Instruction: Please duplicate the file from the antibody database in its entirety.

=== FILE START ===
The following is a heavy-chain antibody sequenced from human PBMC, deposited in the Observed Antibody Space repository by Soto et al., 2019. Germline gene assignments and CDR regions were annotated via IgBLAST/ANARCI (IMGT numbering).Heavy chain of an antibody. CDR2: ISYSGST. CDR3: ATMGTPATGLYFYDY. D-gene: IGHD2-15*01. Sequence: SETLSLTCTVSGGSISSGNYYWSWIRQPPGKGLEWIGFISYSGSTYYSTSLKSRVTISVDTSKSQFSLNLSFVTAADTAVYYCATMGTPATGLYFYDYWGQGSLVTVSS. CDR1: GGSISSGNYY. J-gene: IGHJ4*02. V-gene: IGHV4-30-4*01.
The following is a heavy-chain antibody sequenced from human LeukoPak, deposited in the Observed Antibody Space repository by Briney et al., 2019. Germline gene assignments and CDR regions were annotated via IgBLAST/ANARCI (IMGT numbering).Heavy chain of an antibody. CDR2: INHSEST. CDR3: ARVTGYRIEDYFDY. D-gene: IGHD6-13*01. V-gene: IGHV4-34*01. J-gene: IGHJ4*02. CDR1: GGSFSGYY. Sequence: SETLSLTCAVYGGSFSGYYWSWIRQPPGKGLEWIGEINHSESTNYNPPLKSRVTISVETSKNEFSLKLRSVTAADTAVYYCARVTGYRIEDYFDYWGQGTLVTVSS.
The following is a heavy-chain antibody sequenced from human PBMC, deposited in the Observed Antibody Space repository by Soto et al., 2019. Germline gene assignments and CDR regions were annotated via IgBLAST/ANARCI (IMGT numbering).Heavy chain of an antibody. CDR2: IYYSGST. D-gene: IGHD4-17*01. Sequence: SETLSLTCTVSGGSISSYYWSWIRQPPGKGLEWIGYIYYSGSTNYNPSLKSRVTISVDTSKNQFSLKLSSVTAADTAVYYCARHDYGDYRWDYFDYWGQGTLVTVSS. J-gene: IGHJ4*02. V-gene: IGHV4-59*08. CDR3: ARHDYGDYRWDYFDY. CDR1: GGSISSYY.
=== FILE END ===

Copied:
The following is a heavy-chain antibody sequenced from human PBMC, deposited in the Observed Antibody Space repository by Soto et al., 2019. Germline gene assignments and CDR regions were annotated via IgBLAST/ANARCI (IMGT numbering).Heavy chain of an antibody. CDR2: ISYSGST. CDR3: ATMGTPATGLYFYDY. D-gene: IGHD2-15*01. Sequence: SETLSLTCTVSGGSISSGNYYWSWIRQPPGKGLEWIGFISYSGSTYYSTSLKSRVTISVDTSKSQFSLNLSFVTAADTAVYYCATMGTPATGLYFYDYWGQGSLVTVSS. CDR1: GGSISSGNYY. J-gene: IGHJ4*02. V-gene: IGHV4-30-4*01.
The following is a heavy-chain antibody sequenced from human LeukoPak, deposited in the Observed Antibody Space repository by Briney et al., 2019. Germline gene assignments and CDR regions were annotated via IgBLAST/ANARCI (IMGT numbering).Heavy chain of an antibody. CDR2: INHSEST. CDR3: ARVTGYRIEDYFDY. D-gene: IGHD6-13*01. V-gene: IGHV4-34*01. J-gene: IGHJ4*02. CDR1: GGSFSGYY. Sequence: SETLSLTCAVYGGSFSGYYWSWIRQPPGKGLEWIGEINHSESTNYNPPLKSRVTISVETSKNEFSLKLRSVTAADTAVYYCARVTGYRIEDYFDYWGQGTLVTVSS.
The following is a heavy-chain antibody sequenced from human PBMC, deposited in the Observed Antibody Space repository by Soto et al., 2019. Germline gene assignments and CDR regions were annotated via IgBLAST/ANARCI (IMGT numbering).Heavy chain of an antibody. CDR2: IYYSGST. D-gene: IGHD4-17*01. Sequence: SETLSLTCTVSGGSISSYYWSWIRQPPGKGLEWIGYIYYSGSTNYNPSLKSRVTISVDTSKNQFSLKLSSVTAADTAVYYCARHDYGDYRWDYFDYWGQGTLVTVSS. J-gene: IGHJ4*02. V-gene: IGHV4-59*08. CDR3: ARHDYGDYRWDYFDY. CDR1: GGSISSYY.